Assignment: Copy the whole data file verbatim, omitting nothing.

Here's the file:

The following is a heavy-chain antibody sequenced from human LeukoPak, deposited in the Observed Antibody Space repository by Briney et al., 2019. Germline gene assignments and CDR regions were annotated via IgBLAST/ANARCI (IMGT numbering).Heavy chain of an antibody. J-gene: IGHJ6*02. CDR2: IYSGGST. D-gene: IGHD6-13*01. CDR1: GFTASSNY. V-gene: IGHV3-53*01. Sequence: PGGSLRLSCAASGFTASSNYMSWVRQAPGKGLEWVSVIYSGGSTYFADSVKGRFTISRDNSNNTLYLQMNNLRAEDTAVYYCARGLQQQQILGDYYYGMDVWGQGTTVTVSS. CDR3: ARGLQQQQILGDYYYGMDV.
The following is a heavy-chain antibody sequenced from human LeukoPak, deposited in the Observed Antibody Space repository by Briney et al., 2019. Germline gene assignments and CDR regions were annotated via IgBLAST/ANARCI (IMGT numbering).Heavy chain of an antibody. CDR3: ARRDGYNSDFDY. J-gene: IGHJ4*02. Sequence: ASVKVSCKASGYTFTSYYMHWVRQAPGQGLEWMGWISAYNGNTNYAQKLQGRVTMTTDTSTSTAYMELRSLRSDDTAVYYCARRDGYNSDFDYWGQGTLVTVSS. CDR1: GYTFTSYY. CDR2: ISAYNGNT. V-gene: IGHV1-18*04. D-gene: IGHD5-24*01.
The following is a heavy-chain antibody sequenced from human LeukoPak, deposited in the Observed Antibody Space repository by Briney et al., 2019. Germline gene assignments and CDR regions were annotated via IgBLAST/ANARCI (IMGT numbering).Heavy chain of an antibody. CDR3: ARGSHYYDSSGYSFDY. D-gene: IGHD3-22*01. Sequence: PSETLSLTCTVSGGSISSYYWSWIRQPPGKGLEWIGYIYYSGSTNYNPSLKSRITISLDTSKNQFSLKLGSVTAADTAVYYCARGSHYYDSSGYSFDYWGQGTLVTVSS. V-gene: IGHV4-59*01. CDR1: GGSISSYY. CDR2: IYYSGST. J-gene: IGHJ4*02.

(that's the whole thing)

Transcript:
The following is a heavy-chain antibody sequenced from human LeukoPak, deposited in the Observed Antibody Space repository by Briney et al., 2019. Germline gene assignments and CDR regions were annotated via IgBLAST/ANARCI (IMGT numbering).Heavy chain of an antibody. J-gene: IGHJ6*02. CDR2: IYSGGST. D-gene: IGHD6-13*01. CDR1: GFTASSNY. V-gene: IGHV3-53*01. Sequence: PGGSLRLSCAASGFTASSNYMSWVRQAPGKGLEWVSVIYSGGSTYFADSVKGRFTISRDNSNNTLYLQMNNLRAEDTAVYYCARGLQQQQILGDYYYGMDVWGQGTTVTVSS. CDR3: ARGLQQQQILGDYYYGMDV.
The following is a heavy-chain antibody sequenced from human LeukoPak, deposited in the Observed Antibody Space repository by Briney et al., 2019. Germline gene assignments and CDR regions were annotated via IgBLAST/ANARCI (IMGT numbering).Heavy chain of an antibody. CDR3: ARRDGYNSDFDY. J-gene: IGHJ4*02. Sequence: ASVKVSCKASGYTFTSYYMHWVRQAPGQGLEWMGWISAYNGNTNYAQKLQGRVTMTTDTSTSTAYMELRSLRSDDTAVYYCARRDGYNSDFDYWGQGTLVTVSS. CDR1: GYTFTSYY. CDR2: ISAYNGNT. V-gene: IGHV1-18*04. D-gene: IGHD5-24*01.
The following is a heavy-chain antibody sequenced from human LeukoPak, deposited in the Observed Antibody Space repository by Briney et al., 2019. Germline gene assignments and CDR regions were annotated via IgBLAST/ANARCI (IMGT numbering).Heavy chain of an antibody. CDR3: ARGSHYYDSSGYSFDY. D-gene: IGHD3-22*01. Sequence: PSETLSLTCTVSGGSISSYYWSWIRQPPGKGLEWIGYIYYSGSTNYNPSLKSRITISLDTSKNQFSLKLGSVTAADTAVYYCARGSHYYDSSGYSFDYWGQGTLVTVSS. V-gene: IGHV4-59*01. CDR1: GGSISSYY. CDR2: IYYSGST. J-gene: IGHJ4*02.